I’ve posted his essay on Slideshare because it’s worth reading and sharing on its own. But I wanted to address his notion now in the context of the intense push to interpret the current superstorm in the context of action on greenhouse gases, and my reaction to it on the blog so far.
Am I “guilty” of reverse tribalism myself?
I’d say yes, with an asterisk. Let’s explore a bit:
I have sometimes perhaps been too eager to challenge definitive statements related to human-driven global warming for fear they will provide ammunition to those working to foment doubt and maintain stasis on our energy menu.
It’s that tendency of mine that probably prompted this tweet by David Roberts of Grist.org today:
@Revkin People are discussing climate change all over the place! You really need to work harder to tamp this down.My self diagnosis presumes that I see myself as, by nature, a member of some particular tribe. Indeed, I grew up caring deeply about the environment, so much so that as a kid I once left a threatening note on the seat of a bulldozer digging into a last patch of woods near our home in suburban Rhode Island. If I had a choice, I’d absolutely rather sing about the Hudson River with Pete Seeger than hang out in Washington, D.C., bars with energy lobbyists.
— David Roberts (@drgrist) 29 Oct 12
But as a journalist, I grew into the habit of detaching my personal passions from my profession’s need to sort through arguments for some sense of bedrock. So I’m a member of the journalism tribe, as well. That hasn’t changed with my move to the Op-Ed side of the paper. My opinion is that reality matters, however inconvenient it may be.
I never obtained an advanced science degree, but in majoring in biology and working in marine fisheries science long ago, and then through decades of reading and reporting on science, I developed a passion for this endeavor as the most powerful tool yet devised to separate myths and spin from durable knowledge, including knowledge of uncertainty. So I’m in the “defenders of science” tribe, too.
So I think I exhibit what you might call intertribal tension syndrome more than the reverse tribalism trait.
There’s another factor in play, for sure. It’s what Dan Kahan of the Cultural Cognition project at Yale calls identity-protective cognition. In a fascinating post, coincidentally published today, he described this as “a species of motivated reasoning” that “reflects the tendency of individuals to form perceptions of fact that promote their connection to, and standing in, important groups.”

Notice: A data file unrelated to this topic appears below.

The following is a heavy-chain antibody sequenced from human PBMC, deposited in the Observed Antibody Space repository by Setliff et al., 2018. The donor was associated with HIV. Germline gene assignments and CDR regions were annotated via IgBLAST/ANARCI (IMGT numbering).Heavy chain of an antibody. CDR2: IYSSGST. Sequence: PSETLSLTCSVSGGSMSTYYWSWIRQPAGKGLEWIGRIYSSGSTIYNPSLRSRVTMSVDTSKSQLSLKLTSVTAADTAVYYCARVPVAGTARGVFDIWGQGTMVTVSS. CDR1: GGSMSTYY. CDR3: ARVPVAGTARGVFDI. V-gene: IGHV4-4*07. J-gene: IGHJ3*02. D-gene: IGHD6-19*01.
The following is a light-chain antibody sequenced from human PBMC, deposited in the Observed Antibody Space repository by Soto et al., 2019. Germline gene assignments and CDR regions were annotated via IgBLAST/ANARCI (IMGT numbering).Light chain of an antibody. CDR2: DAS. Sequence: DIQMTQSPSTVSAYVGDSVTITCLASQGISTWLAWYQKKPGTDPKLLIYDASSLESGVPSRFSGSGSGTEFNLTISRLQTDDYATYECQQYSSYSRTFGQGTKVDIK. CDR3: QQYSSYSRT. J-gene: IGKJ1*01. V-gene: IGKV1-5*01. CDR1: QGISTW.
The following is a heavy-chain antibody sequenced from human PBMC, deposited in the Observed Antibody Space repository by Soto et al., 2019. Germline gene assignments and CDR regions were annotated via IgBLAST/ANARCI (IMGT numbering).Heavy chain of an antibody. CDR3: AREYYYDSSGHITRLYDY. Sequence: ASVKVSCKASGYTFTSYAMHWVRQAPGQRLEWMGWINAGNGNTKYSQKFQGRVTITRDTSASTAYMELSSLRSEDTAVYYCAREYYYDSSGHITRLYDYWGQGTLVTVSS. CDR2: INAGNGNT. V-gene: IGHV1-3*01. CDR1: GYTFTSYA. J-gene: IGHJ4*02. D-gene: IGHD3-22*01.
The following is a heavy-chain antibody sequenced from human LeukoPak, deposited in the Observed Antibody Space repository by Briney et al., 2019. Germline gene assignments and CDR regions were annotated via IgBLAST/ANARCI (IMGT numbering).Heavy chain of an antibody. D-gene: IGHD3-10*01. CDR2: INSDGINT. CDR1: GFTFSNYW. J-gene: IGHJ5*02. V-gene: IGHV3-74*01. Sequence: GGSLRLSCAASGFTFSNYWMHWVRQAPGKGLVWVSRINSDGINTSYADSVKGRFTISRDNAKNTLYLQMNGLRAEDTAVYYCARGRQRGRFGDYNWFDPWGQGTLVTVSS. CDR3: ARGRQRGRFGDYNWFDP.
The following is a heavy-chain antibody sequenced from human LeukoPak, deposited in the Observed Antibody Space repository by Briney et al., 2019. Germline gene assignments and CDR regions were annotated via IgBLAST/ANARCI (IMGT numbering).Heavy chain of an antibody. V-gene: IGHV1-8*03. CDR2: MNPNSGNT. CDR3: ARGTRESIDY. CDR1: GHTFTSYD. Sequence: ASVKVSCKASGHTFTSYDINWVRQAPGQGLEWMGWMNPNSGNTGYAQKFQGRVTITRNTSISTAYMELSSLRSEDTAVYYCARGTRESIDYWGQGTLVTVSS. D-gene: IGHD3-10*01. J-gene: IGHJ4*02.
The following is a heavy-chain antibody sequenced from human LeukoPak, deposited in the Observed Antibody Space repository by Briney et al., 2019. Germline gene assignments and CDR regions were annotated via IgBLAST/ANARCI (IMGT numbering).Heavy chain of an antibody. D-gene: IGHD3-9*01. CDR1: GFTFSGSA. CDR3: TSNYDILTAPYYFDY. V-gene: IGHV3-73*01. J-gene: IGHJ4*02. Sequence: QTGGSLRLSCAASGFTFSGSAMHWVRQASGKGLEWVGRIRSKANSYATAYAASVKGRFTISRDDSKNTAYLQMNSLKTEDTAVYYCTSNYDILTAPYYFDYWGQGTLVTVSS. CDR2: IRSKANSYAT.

He goes on to say:
There are lots of instances of this. Consider sports fans who genuinely see contentious officiating calls as correct or incorrect depending on whether those calls go for or against their favorite team.Put those two traits together, in any person, and you’re bound to get some moments where one tribal affiliation wins out over another.
The cultural cognition thesis says that many contested issues of risk—from climate change to nuclear power, from gun control to the HPV vaccine—involve this same dynamic. The “teams,” in this setting, are the groups that subscribe to one or another of the cultural worldviews associated with “hierarchy-egalitarianism” and “individualism-communitarianism.”
To step outside what Randy Olson calls the “nerd loop” (the domain of those thinking a lot about climate, risk and communication), here’s a quick reprise of points that I’ve made through 25 years of covering the two-way relationship between humans and climate:
1. The unerring buildup of greenhouse gases in the atmosphere is bound to come with regrets.
2. Many parts of the planet, from sub-Saharan Africa to the northeastern United States, are subject to extreme storms, superdroughts or other climate-related disruptions with or without a push from greenhouse gases. Greenhouse heating will worsen some extremes and is almost assuredly contributing to some (but not all) now.
3. Limiting harm from inevitable hard knocks that come with such disruptions is job one on a crowding, busy planet.
4. Working to shift from energy norms that come with large emissions of carbon dioxide is an imperative in this century (along with bringing energy by any smart means to the billions of people without reasonable sources now). But even a crash effort to blunt the greenhouse-gas buildup wouldn’t avert the need for step 3.
The wind is howling ever louder here in the Hudson Valley, and the lights are flickering with greater frequency, so it’s time to end this post before my connection to The Times is lost.